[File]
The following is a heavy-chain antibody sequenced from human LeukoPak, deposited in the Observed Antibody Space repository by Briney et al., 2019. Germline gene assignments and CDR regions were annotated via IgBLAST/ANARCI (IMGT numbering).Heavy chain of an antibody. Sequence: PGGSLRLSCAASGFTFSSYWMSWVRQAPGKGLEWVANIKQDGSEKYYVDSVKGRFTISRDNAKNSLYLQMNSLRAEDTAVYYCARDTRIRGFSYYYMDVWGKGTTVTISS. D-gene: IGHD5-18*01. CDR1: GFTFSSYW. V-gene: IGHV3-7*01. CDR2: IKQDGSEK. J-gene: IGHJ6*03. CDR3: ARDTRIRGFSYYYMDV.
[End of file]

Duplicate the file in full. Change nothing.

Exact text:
The following is a heavy-chain antibody sequenced from human LeukoPak, deposited in the Observed Antibody Space repository by Briney et al., 2019. Germline gene assignments and CDR regions were annotated via IgBLAST/ANARCI (IMGT numbering).Heavy chain of an antibody. Sequence: PGGSLRLSCAASGFTFSSYWMSWVRQAPGKGLEWVANIKQDGSEKYYVDSVKGRFTISRDNAKNSLYLQMNSLRAEDTAVYYCARDTRIRGFSYYYMDVWGKGTTVTISS. D-gene: IGHD5-18*01. CDR1: GFTFSSYW. V-gene: IGHV3-7*01. CDR2: IKQDGSEK. J-gene: IGHJ6*03. CDR3: ARDTRIRGFSYYYMDV.